Walnut Cabinets Hide an Immovable Eyesore Alongside Cups and Plates in This Hoboken Kitchen
Saving the designer an $8,000 structural headache.
Published Dec 26, 2022 1:20 AM
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When friends come over these days, the first thing they ask designer Antoinette Allande Anderson and her husband, Michael, is: Where did the kitchen’s water heater go? Because they, much like Antoinette, remember what an eyesore it was when the couple moved into their Hoboken, New Jersey, home last year. There it hung, a bulky white tankless water heater mounted on the wall right next to the range hood. Not wanting to leave her guests guessing, Antoinette reveals her magic trick and opens up the upper cabinet on the far left. “Look, it’s in here!” she tells them.
The room was Antoinette’s only major point of contention when they purchased the apartment. The building’s exterior is reminiscent of a covetable brownstone, and east-facing windows flood the place with light. “But this terrible, terrible kitchen…,” she says. While their inspector assured them that the heater was top-notch (“You’ll have hot showers for days,” he said), he added that its inconvenient placement likely wasn’t something that could be easily (or affordably) changed. He turned out to be right: When Antoinette asked her contractor about running the pipes through the building’s hallway into their laundry closet instead, he quoted roughly $8,000. “So I had to come up with some kind of clever way to make it nice,” she explains.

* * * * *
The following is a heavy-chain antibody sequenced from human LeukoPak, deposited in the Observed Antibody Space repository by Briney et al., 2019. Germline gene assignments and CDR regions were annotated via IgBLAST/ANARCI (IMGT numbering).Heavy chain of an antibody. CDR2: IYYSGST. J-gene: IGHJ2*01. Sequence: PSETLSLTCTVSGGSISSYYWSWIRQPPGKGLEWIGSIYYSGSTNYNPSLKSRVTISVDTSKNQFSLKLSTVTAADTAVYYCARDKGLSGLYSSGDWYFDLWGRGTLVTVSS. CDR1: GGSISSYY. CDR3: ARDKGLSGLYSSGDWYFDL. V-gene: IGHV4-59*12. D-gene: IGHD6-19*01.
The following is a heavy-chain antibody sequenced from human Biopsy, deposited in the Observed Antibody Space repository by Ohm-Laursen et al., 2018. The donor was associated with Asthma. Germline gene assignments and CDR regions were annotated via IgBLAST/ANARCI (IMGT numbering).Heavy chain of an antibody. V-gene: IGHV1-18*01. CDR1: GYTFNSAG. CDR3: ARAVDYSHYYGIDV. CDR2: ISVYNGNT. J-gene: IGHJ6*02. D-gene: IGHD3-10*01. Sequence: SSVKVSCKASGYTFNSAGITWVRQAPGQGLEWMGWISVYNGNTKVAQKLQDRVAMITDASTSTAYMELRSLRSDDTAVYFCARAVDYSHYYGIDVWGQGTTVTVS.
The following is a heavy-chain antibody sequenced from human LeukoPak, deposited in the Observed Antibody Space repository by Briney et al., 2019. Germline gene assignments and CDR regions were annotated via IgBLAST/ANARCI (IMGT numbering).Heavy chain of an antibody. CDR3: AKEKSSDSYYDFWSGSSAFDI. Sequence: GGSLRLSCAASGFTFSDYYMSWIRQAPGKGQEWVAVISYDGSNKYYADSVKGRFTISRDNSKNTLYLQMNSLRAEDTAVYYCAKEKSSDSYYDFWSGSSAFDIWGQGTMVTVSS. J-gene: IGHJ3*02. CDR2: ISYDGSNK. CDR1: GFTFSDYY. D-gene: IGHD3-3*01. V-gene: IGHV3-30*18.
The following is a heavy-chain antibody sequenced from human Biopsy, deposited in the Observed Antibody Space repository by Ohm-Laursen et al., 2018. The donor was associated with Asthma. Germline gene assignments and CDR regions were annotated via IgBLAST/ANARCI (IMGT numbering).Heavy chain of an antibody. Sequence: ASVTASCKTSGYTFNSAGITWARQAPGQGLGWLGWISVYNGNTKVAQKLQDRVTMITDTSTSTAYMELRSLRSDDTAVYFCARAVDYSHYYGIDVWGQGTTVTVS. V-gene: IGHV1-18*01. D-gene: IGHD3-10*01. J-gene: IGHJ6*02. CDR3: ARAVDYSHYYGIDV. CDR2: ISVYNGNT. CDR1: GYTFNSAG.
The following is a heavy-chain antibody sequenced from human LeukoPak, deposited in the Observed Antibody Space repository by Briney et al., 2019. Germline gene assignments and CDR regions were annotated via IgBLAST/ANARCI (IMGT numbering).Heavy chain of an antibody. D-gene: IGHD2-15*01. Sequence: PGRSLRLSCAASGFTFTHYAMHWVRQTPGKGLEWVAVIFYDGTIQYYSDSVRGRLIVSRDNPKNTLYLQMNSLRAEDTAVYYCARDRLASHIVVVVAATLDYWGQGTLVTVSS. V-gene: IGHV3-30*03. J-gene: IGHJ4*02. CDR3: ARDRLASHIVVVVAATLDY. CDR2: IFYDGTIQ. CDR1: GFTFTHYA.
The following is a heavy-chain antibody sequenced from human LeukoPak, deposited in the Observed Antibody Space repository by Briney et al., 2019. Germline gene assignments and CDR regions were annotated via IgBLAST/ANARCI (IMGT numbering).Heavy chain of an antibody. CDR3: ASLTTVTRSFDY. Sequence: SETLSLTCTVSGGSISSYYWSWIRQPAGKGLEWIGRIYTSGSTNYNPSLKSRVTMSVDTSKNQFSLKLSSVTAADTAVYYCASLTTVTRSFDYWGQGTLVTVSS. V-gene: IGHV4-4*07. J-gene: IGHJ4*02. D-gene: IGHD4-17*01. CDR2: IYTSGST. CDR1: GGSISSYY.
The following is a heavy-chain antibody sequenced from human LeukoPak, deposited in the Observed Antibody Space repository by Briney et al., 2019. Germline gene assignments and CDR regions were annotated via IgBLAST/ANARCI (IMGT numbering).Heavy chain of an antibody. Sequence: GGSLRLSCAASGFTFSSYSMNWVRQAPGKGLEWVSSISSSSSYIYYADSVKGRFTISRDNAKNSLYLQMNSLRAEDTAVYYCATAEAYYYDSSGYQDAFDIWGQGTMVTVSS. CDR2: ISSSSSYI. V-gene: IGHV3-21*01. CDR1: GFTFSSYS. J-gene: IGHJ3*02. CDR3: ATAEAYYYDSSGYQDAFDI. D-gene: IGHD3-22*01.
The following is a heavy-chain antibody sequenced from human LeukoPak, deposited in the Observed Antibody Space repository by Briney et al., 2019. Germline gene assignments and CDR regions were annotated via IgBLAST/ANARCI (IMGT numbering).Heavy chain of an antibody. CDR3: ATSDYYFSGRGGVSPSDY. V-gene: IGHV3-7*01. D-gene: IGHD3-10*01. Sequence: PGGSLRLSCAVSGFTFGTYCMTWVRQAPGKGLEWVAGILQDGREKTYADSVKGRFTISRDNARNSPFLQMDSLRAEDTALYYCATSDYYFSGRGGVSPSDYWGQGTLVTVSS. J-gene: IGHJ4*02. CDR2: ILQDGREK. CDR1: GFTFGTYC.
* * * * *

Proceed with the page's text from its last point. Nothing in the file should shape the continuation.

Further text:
Their contractor was able to raise the tank slightly, concealing the top portion within the ceiling but leaving the essential buttons exposed. This freed up the countertop completely and allowed the couple to fully enclose the heater in a seamless run of custom cabinetry with walnut doors. “I would love to have a country home, maybe somewhere in the Catskills, so I’ve always liked the aesthetic of warm wood,” the designer says. Fortunately for her, the new cupboards are also much deeper and larger than the previous ones, so she can actually stow away more despite the pesky tank in the mix. In fact, there is even room around the appliance to slide in cutting boards and stack big cans of tomatoes. Antoinette’s famous Sunday pasta sauce, coming right up!